Dr. Google as a source of health information

Oct. 8, 2018

You all know him, right? Dr. Google? The layman’s immediate pseudo-guide to all things wrong with your body, mind, and soul?

Pain in abdomen? IBS. Missed period? Ovarian cancer. Forgetfulness? Alzheimer’s. Headache? Tumor.

Finally, after endless hours of researching your symptoms—filling your head with potential worst-case scenarios— you close out, frustrated and defeated.

Healthcare-educated consumers know that not all information on the web is reliable, yet we worry, anyway, wallowing in our internet-based findings and inevitable pessimistic diagnoses.

Ironically, research has shown that searching for online health information has had a positive impact on the doctor–patient relationship, particularly for patients with greater e-health literacy. At least I’ve got that going for me.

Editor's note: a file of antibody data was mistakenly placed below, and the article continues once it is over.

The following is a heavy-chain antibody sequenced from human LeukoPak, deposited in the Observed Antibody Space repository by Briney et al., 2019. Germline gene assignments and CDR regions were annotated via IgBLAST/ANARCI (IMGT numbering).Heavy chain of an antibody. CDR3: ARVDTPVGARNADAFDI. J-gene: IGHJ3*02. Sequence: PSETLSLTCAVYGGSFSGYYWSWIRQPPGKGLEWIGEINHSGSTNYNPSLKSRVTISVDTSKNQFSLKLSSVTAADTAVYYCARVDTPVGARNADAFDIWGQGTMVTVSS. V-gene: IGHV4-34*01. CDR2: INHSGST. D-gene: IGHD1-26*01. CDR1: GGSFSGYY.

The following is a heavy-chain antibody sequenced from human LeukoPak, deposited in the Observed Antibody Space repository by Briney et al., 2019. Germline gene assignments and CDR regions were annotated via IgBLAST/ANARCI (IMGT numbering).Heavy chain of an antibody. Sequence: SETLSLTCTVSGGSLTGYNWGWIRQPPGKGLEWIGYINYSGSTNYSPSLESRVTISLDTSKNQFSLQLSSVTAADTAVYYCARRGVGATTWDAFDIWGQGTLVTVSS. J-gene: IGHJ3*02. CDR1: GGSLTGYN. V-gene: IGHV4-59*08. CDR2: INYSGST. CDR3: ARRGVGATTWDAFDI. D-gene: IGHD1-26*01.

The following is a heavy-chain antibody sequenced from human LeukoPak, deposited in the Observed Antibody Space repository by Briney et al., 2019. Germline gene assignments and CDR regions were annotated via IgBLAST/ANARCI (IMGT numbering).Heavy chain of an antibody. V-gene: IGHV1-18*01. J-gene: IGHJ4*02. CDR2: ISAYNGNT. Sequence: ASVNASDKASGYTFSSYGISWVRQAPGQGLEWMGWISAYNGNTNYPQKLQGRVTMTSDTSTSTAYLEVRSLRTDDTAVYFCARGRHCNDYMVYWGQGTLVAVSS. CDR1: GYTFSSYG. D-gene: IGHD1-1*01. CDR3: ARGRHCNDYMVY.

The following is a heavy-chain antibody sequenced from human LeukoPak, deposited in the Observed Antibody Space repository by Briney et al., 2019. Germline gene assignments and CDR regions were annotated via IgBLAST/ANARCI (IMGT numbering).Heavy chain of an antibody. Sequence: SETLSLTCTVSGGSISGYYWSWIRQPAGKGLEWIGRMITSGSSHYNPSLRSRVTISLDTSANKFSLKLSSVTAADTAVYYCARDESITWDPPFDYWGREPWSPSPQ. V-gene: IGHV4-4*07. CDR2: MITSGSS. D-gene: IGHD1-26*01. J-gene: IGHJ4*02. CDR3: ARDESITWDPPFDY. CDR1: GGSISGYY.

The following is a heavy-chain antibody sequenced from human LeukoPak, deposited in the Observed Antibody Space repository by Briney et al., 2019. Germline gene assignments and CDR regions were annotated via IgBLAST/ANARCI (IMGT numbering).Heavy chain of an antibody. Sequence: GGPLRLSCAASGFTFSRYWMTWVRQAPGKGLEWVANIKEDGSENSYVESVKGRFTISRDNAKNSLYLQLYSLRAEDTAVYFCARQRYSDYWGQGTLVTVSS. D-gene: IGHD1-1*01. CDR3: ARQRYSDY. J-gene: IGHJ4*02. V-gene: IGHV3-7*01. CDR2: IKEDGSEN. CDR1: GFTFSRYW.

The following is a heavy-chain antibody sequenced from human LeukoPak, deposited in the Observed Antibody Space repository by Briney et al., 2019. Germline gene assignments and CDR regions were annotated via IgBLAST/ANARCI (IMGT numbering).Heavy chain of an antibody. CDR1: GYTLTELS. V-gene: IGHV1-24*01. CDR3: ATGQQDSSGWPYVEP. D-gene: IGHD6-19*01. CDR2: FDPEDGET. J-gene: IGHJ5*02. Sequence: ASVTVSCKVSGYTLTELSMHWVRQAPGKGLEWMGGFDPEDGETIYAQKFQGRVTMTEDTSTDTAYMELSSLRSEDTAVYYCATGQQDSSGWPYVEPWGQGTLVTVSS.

At 16 years of age I lost an ovary and fallopian tube. The remaining set has served me well over that past 31 years. However, now at 47 years, my residual ovary is looking “suspicious.” Although I’m currently in counsel with my GYN, with a reassessment scheduled in 6-12 months, my best options appear to be (1) having the remaining ovary removed or (2) have everything removed, aka hysterectomy.

Having never “studied” this subject matter before, I quickly made another appointment with Dr. Google.

The natural age for menopause is 51. Removing my (remaining) ovary will result in surgical menopause. Menopause brings hot flashes, vaginal dryness, depression, anxiety, heart disease, memory problems, decreased sex drive, osteoporosis—and even premature death. My brain registers: MORE HEALTH PROBLEMS.

Taking low doses of hormone replacement drugs after surgery, and until about age 50, may reduce the risk of these complications. Women who have no ovaries need both estrogen and progestin. But hormone replacement therapy has risks of its own. My brain registers: MORE DR. GOOGLE NEEDED.

And the cycle continues.

I’ve at least six months until I need to make a decision. I’ve time to research. To get more lab tests. To get a second opinion. To accept that my female body is aging, changing.

And I worry.